FCC aims to track carrier progress on bill shock
The FCC is looking to ensure an end to wireless bill shock with today’s announcement of a new website that will track the carriers’ progress in preventing unexpected charges at the end of the month.
The initiative comes as a result of a deal reached back in October 2011 between carriers and the FCC, wherein operators agreed to alert customers when they are approaching their monthly limits on voice, data and text messages, as well as when they will be hit with international roaming charges.
The new website will aim to ensure carriers keep that promise by keeping track of exactly where each carrier is at with respect to the agreed-upon alerts. For example, the FCC website currently confirms that Sprint sends alerts to its customers if they are about to receive charges for international roaming, but the carrier does not have in place systems to alert customers for charges related to voice, data or text message overages.
The information is reported to the FCC by CTIA and will be updated, at least monthly, as new compliance information is provided by CTIA. The website will also indicate each carrier’s provision of the particular type of alert; link to the relevant details available on the carrier’s website; and show the designation “N/A” where a carrier offers an unlimited amount of the particular type of service, making the sending of usage alerts unnecessary.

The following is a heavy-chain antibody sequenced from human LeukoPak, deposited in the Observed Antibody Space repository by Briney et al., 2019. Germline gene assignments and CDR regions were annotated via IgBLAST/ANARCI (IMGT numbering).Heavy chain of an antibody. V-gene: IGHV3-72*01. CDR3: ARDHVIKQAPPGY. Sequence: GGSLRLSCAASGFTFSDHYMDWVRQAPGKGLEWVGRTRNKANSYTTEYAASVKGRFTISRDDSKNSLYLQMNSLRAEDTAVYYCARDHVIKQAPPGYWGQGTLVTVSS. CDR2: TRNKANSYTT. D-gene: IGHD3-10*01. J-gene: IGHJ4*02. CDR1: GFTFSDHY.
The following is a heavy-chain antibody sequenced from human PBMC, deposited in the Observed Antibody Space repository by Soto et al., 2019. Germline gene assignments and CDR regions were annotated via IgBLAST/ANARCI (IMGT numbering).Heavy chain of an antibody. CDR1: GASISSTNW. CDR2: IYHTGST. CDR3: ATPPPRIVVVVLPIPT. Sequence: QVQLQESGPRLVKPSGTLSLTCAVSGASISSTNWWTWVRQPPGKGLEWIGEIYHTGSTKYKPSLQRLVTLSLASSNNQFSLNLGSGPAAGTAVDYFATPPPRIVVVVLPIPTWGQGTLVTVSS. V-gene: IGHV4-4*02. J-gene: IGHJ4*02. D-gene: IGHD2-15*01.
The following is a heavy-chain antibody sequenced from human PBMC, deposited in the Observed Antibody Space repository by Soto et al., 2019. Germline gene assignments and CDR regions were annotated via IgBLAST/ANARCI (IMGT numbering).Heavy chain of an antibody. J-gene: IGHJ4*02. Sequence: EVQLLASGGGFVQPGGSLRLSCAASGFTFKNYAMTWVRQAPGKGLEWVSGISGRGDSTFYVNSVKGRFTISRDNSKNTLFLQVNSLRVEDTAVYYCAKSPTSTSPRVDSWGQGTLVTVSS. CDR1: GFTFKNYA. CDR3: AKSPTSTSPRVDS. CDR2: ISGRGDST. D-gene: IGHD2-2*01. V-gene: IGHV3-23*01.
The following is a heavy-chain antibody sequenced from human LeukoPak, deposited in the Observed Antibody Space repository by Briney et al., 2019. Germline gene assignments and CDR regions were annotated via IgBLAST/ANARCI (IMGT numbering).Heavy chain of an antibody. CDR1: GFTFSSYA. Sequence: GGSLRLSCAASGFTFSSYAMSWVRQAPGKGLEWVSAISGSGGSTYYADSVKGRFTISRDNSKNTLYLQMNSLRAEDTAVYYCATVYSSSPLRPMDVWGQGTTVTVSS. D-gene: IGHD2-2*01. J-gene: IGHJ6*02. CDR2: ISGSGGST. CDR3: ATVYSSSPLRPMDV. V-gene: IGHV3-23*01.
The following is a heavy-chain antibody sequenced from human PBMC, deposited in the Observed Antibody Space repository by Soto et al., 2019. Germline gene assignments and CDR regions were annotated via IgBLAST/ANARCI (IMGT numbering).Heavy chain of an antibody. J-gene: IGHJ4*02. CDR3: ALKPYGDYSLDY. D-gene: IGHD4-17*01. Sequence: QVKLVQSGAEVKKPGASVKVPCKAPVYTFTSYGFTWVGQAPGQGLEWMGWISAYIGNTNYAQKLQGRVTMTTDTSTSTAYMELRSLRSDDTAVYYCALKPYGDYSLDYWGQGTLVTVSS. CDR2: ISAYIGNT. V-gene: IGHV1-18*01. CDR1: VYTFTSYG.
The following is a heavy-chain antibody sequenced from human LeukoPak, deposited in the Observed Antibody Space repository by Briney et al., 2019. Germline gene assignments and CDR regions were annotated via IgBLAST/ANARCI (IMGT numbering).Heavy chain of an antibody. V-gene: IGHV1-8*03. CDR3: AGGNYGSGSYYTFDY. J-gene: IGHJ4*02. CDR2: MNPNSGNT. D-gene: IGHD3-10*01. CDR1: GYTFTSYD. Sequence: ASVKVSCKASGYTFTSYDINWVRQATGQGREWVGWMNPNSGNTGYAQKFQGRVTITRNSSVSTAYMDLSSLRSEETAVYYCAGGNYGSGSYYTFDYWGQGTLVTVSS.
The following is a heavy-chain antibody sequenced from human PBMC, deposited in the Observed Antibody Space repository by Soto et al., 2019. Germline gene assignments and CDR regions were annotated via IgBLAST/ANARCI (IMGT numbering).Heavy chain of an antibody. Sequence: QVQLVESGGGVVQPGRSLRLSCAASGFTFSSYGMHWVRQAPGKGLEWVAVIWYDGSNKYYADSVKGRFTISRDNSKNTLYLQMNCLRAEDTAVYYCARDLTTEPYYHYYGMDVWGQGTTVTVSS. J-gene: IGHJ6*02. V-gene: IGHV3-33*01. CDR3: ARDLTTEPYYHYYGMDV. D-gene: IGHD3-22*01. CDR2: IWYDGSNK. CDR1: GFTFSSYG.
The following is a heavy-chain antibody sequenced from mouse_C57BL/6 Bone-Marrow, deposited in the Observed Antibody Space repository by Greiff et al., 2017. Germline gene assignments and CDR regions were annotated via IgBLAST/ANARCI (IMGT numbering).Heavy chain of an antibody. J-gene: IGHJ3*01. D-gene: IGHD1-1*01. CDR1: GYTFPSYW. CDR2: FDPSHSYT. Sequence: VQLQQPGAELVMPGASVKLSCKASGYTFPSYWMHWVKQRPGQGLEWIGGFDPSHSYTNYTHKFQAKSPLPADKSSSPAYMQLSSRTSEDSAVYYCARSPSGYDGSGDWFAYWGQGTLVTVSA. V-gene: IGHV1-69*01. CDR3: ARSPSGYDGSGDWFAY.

According to the FCC, all alerts must be provided without charge, automatically, and subscribers should not have to take any action to receive the alerts. The carriers must provide their subscribers with at least two of the four types of alerts by Oct. 17, and all of the alerts by April 17, 2013.
In a recent study, the FCC found that 84 percent of American who experienced bill shock said they were unaware that they were about to exceed their limits and that their carriers had not alerted them of the pending charges. Fully 67 percent of overage charges reported to the FCC in 2010 were for more than $100, while 20 percent were for $1,000 or more.